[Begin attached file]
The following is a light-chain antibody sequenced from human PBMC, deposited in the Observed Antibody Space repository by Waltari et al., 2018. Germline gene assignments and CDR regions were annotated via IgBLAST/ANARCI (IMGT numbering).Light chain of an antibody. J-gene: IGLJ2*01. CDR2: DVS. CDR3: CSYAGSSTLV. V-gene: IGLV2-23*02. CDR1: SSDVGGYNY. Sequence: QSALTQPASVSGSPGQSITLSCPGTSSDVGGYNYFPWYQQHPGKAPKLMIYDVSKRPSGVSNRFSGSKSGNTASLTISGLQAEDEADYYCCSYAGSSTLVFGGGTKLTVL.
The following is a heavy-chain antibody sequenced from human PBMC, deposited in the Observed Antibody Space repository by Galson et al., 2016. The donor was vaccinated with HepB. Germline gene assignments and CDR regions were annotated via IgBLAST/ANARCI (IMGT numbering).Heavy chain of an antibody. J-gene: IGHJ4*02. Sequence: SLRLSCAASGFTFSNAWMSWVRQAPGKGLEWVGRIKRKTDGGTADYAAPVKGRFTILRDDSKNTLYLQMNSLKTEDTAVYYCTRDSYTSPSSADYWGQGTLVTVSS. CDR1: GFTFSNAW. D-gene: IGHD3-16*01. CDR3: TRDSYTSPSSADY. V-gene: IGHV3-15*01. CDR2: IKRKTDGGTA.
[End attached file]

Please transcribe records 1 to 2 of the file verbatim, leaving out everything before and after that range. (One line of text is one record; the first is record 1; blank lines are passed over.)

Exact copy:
The following is a light-chain antibody sequenced from human PBMC, deposited in the Observed Antibody Space repository by Waltari et al., 2018. Germline gene assignments and CDR regions were annotated via IgBLAST/ANARCI (IMGT numbering).Light chain of an antibody. J-gene: IGLJ2*01. CDR2: DVS. CDR3: CSYAGSSTLV. V-gene: IGLV2-23*02. CDR1: SSDVGGYNY. Sequence: QSALTQPASVSGSPGQSITLSCPGTSSDVGGYNYFPWYQQHPGKAPKLMIYDVSKRPSGVSNRFSGSKSGNTASLTISGLQAEDEADYYCCSYAGSSTLVFGGGTKLTVL.
The following is a heavy-chain antibody sequenced from human PBMC, deposited in the Observed Antibody Space repository by Galson et al., 2016. The donor was vaccinated with HepB. Germline gene assignments and CDR regions were annotated via IgBLAST/ANARCI (IMGT numbering).Heavy chain of an antibody. J-gene: IGHJ4*02. Sequence: SLRLSCAASGFTFSNAWMSWVRQAPGKGLEWVGRIKRKTDGGTADYAAPVKGRFTILRDDSKNTLYLQMNSLKTEDTAVYYCTRDSYTSPSSADYWGQGTLVTVSS. CDR1: GFTFSNAW. D-gene: IGHD3-16*01. CDR3: TRDSYTSPSSADY. V-gene: IGHV3-15*01. CDR2: IKRKTDGGTA.